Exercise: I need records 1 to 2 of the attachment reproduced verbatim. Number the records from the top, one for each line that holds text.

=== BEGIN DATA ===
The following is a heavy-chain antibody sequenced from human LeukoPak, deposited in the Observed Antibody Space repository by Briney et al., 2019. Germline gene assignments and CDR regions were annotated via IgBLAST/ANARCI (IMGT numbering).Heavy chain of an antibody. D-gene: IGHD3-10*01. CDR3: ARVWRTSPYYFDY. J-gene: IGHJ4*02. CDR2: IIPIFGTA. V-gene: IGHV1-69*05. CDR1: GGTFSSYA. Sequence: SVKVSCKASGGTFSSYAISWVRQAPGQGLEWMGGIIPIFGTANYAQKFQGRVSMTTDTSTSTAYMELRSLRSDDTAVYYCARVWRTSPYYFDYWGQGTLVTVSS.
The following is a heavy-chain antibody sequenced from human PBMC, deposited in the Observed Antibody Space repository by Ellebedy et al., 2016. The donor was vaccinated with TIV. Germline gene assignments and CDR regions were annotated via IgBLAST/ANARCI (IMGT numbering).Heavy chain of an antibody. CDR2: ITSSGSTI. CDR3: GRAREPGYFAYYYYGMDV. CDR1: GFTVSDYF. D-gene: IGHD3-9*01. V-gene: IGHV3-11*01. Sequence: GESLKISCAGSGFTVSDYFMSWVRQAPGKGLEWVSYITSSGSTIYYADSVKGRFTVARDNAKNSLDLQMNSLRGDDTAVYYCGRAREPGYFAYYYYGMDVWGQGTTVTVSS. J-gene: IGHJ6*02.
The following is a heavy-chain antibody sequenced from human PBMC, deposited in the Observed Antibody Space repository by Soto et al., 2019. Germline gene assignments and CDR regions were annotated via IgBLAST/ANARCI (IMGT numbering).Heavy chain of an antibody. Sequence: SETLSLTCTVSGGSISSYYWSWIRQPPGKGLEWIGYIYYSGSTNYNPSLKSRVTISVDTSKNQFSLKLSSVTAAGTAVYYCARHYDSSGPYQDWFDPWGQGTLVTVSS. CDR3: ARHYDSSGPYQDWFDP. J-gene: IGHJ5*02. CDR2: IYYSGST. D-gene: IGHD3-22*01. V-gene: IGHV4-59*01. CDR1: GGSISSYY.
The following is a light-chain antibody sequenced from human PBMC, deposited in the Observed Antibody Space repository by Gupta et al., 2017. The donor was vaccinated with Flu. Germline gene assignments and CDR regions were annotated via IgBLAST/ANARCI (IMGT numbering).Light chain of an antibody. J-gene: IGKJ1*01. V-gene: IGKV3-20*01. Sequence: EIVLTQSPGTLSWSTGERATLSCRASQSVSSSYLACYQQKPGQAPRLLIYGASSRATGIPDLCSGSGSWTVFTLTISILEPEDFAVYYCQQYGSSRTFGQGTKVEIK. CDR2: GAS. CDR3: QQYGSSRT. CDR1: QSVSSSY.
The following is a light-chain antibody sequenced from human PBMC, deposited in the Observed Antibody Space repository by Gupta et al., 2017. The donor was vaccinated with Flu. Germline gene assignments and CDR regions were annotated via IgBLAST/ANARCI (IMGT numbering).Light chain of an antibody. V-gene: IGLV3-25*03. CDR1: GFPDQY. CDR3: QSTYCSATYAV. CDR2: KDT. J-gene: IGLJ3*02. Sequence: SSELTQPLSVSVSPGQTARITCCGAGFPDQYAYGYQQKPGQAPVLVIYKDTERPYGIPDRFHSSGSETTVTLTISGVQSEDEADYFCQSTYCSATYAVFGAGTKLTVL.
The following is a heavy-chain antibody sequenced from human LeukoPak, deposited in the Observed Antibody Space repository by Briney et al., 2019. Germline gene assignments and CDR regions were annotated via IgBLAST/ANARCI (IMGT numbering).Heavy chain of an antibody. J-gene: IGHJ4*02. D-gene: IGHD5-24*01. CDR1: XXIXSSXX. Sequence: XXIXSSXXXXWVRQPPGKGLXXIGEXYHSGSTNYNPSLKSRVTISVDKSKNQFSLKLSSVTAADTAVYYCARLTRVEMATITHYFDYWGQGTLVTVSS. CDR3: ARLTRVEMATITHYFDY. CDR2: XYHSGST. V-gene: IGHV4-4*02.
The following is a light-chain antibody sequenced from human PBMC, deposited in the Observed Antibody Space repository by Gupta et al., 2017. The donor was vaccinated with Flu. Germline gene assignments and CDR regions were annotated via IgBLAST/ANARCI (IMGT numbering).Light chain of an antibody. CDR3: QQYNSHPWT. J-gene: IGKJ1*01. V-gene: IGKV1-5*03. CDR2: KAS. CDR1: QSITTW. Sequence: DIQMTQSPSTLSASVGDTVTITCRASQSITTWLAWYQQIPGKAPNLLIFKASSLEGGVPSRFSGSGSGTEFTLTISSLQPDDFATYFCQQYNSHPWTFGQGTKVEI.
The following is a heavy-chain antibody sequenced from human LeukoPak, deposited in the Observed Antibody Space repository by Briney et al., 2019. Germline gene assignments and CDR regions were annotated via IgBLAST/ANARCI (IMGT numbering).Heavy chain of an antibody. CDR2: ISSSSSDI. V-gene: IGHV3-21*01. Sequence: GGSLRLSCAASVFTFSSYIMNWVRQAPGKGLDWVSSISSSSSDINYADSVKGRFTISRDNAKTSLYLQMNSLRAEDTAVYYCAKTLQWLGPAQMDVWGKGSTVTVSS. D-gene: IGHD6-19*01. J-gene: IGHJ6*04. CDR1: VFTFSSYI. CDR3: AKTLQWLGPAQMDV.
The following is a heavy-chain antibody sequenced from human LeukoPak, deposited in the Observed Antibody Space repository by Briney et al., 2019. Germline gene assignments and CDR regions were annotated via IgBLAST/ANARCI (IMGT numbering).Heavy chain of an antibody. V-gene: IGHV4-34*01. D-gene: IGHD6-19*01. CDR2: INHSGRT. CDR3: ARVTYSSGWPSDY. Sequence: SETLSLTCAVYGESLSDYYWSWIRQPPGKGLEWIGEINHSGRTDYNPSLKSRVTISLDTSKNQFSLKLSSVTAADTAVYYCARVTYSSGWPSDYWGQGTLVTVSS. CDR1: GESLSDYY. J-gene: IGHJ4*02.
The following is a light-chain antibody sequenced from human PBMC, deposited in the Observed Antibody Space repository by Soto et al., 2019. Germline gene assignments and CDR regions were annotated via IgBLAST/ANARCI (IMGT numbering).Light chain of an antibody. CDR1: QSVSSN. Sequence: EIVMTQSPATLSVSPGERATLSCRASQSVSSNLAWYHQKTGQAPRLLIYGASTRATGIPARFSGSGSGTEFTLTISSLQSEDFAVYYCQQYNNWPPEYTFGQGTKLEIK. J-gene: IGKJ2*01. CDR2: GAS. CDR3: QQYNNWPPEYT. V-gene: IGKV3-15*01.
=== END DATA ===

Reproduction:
The following is a heavy-chain antibody sequenced from human LeukoPak, deposited in the Observed Antibody Space repository by Briney et al., 2019. Germline gene assignments and CDR regions were annotated via IgBLAST/ANARCI (IMGT numbering).Heavy chain of an antibody. D-gene: IGHD3-10*01. CDR3: ARVWRTSPYYFDY. J-gene: IGHJ4*02. CDR2: IIPIFGTA. V-gene: IGHV1-69*05. CDR1: GGTFSSYA. Sequence: SVKVSCKASGGTFSSYAISWVRQAPGQGLEWMGGIIPIFGTANYAQKFQGRVSMTTDTSTSTAYMELRSLRSDDTAVYYCARVWRTSPYYFDYWGQGTLVTVSS.
The following is a heavy-chain antibody sequenced from human PBMC, deposited in the Observed Antibody Space repository by Ellebedy et al., 2016. The donor was vaccinated with TIV. Germline gene assignments and CDR regions were annotated via IgBLAST/ANARCI (IMGT numbering).Heavy chain of an antibody. CDR2: ITSSGSTI. CDR3: GRAREPGYFAYYYYGMDV. CDR1: GFTVSDYF. D-gene: IGHD3-9*01. V-gene: IGHV3-11*01. Sequence: GESLKISCAGSGFTVSDYFMSWVRQAPGKGLEWVSYITSSGSTIYYADSVKGRFTVARDNAKNSLDLQMNSLRGDDTAVYYCGRAREPGYFAYYYYGMDVWGQGTTVTVSS. J-gene: IGHJ6*02.